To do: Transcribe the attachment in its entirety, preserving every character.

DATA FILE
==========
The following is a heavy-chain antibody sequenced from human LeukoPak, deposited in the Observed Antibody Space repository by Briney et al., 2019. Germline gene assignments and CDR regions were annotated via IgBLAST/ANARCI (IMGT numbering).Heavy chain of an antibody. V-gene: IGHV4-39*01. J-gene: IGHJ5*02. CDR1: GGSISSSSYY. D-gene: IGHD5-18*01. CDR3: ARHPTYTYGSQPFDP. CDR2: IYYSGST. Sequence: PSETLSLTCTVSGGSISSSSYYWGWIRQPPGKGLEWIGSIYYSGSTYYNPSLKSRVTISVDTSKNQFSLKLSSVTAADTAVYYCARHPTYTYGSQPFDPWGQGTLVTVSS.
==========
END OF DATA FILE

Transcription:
The following is a heavy-chain antibody sequenced from human LeukoPak, deposited in the Observed Antibody Space repository by Briney et al., 2019. Germline gene assignments and CDR regions were annotated via IgBLAST/ANARCI (IMGT numbering).Heavy chain of an antibody. V-gene: IGHV4-39*01. J-gene: IGHJ5*02. CDR1: GGSISSSSYY. D-gene: IGHD5-18*01. CDR3: ARHPTYTYGSQPFDP. CDR2: IYYSGST. Sequence: PSETLSLTCTVSGGSISSSSYYWGWIRQPPGKGLEWIGSIYYSGSTYYNPSLKSRVTISVDTSKNQFSLKLSSVTAADTAVYYCARHPTYTYGSQPFDPWGQGTLVTVSS.